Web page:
P&G has taken a step further in creating cross-functional teams solely focused on joint innovation with suppliers. By creating a practice of “open innovation,” P&G aimed to coordinate its efforts and leverage the skills and interests of people throughout the company to assess the competitive landscape, identify types of innovation that can help develop disruptive ideas, and identify relevant external partners.
For innovation to work, P&G has stressed the need to blend cross-functional teams that, in turn, integrate business strategy with operations—which requires a broad network of synergies.
Often organisations have relied on informal mechanisms to review progress and make business decisions.
However, lack of sufficient data makes it difficult to track and evaluate collaboration efforts, aligning purposes, remain compliant and build a formal governance structure.
Several forward-thinking organisations have created advisory board or councils to manage disruptive threats and risks to the collaboration ecosystem.
It serves as a neutral ground to provide high-level support and guidance to the stakeholders in setting business agendas and resolving significant issues. Technology solutions have enabled the councils to access data for assessments and evaluation on predefined performance metrics.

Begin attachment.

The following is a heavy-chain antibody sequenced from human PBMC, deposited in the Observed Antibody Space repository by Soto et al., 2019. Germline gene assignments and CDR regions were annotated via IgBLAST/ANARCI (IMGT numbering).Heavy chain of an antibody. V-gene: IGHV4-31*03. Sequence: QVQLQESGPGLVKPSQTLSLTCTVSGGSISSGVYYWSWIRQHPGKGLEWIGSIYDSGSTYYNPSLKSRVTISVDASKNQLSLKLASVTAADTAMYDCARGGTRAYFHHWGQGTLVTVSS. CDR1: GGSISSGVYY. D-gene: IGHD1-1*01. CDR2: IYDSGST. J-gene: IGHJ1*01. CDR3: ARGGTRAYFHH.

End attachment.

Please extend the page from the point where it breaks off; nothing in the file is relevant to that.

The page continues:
Toyota has been a prominent example of supplier collaboration, whose success can be explained in part by using clearly defined targets and supplier-performance metrics.
These are built into contracts that hold suppliers accountable for continued improvements in quality, cost, and delivery performance. The company governs supplier relationships using a steering committee staffed with relevant senior stakeholders from both organisations to define the scope and objectives of the collaboration, review progress, and remove roadblocks and resolve issues as they arise.
Supplier chain collaboration itself isn’t new. But in the given pandemic, it has taken on a much greater urgency and importance.
While the change in mindset and long-term commitment to derive value from the collaborative relationships are crucial, it is imperative to implement a digital solution to navigate the complexities of the collaborative innovation process.
Establishing a closer relationship can generate significant value for each partner and help supply chains become more resilient.